Introduction and Overview
Thank you, everyone for joining me today. This is a topic that is near and dear to my heart, so I'm happy to share this information. First, I'd like to start with a self-assessment slide, and have you ask yourselves the following questions, which will be the focus of my presentation:
- What do I know about children, teens, and adults with ASD?
- What are the unique needs of individuals with ASD, and their families, throughout the lifespan?
- What interventions can PT provide for children, teens, and adults with ASD?
- What are the significant transition periods for these individuals and their families?
- What role can PT play before, during and after these transitions?
I thought it important to share a little bit more about my background because I feel like my education and my life work experiences have shaped the way I think about, and work with children with ASD, and with their families. In my early PT career days, I worked primarily in adult neuro rehab, and outpatient orthopedics, and some sports medicine. It ended up that I did have a difficult pregnancy, and I had my son at 27 weeks. He was developmentally delayed and later diagnosed with Autism Spectrum Disorder. He was diagnosed at about 20 months of age.
At that point, my professional and personal life took a very different path than I had anticipated. I started taking continuing education courses about autism, developmental delay, and pediatrics in general. I learned from pediatric therapists and educators. Initially, I was gaining knowledge to help my son. I soon realized that I could also help other families and children with a variety of pediatric disorders and diagnoses, in particular, Autism Spectrum Disorder. I ended up making the change to become a pediatric therapist.
To my surprise, I ended up with a caseload, mostly of early intervention and pre-K aged children with ASD, or identified as “at risk.” There was a pretty big prevalence of ASD in my local community. I've worked with these children over the years. I've followed some of the children on, on and off through various periods of transition and into adulthood. At the same time, I've experienced these periods of transition as a parent of a child with ASD. My son is now 19. It's from this perspective, that I bring you the information today. There is a lot of information that I could share. Because this is limited to two hours, I've chosen to focus on a few areas that I think are key points related to physical therapy for teens and young adults with ASD on how we can help them successfully transition to adulthood, and ultimately achieve the highest level of participation possible.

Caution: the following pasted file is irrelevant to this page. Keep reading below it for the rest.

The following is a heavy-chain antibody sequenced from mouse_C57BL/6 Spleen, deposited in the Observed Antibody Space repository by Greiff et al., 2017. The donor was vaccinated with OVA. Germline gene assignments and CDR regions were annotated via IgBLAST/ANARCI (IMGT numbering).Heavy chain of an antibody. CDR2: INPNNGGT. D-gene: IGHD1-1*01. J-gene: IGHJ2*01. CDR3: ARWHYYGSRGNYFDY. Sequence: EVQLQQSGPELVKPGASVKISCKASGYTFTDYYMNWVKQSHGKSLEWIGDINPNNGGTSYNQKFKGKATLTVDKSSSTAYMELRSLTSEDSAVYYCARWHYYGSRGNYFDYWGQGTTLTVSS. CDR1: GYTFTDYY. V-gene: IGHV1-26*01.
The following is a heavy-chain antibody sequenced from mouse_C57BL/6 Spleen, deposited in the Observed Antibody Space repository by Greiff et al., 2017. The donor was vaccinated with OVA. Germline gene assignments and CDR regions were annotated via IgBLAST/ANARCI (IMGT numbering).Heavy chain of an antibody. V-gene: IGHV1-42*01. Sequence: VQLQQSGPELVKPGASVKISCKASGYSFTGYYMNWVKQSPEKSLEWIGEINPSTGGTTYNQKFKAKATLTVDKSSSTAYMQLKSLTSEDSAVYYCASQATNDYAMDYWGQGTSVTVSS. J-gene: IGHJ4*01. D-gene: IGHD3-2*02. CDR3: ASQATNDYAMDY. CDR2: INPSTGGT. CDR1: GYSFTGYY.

Definitions, Facts, and Statistics
Many of you may already have some basic knowledge about ASD and the early signs and clinical presentations of individuals on the spectrum. I will briefly review these definitions and facts to lay the groundwork for this presentation.
According to the CDC (2016), “Autism Spectrum Disorder is a developmental disability that can cause significant social, communication and behavioral challenges.” According to AutismSpeaks (2016), “ASD and autism are both general terms for a group of complex disorders of brain development. These disorders are characterized, in varying degrees, by difficulties in social interaction, verbal and nonverbal communication, and repetitive behaviors.” ASD is an umbrella diagnosis of disorders that was previously broken down into four subtypes. It is helpful to consider the differences between those subtypes because there are some different characteristics, and their presentation is slightly different.
First, we have Autistic Disorder, or what is referred to as “classic” autism. In classic autism, we have significant language delays, social, and communication challenges, unusual behaviors and interests, and these individuals may also have an intellectual disability.